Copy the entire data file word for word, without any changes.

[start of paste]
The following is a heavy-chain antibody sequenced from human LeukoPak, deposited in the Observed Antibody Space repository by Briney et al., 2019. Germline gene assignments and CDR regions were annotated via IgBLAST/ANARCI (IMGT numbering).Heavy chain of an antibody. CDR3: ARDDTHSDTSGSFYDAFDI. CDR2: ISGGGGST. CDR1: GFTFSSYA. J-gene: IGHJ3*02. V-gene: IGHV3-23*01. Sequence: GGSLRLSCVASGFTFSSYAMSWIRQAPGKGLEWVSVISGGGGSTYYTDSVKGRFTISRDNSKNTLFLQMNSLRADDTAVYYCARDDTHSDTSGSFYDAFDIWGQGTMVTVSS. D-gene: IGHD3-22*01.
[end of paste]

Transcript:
The following is a heavy-chain antibody sequenced from human LeukoPak, deposited in the Observed Antibody Space repository by Briney et al., 2019. Germline gene assignments and CDR regions were annotated via IgBLAST/ANARCI (IMGT numbering).Heavy chain of an antibody. CDR3: ARDDTHSDTSGSFYDAFDI. CDR2: ISGGGGST. CDR1: GFTFSSYA. J-gene: IGHJ3*02. V-gene: IGHV3-23*01. Sequence: GGSLRLSCVASGFTFSSYAMSWIRQAPGKGLEWVSVISGGGGSTYYTDSVKGRFTISRDNSKNTLFLQMNSLRADDTAVYYCARDDTHSDTSGSFYDAFDIWGQGTMVTVSS. D-gene: IGHD3-22*01.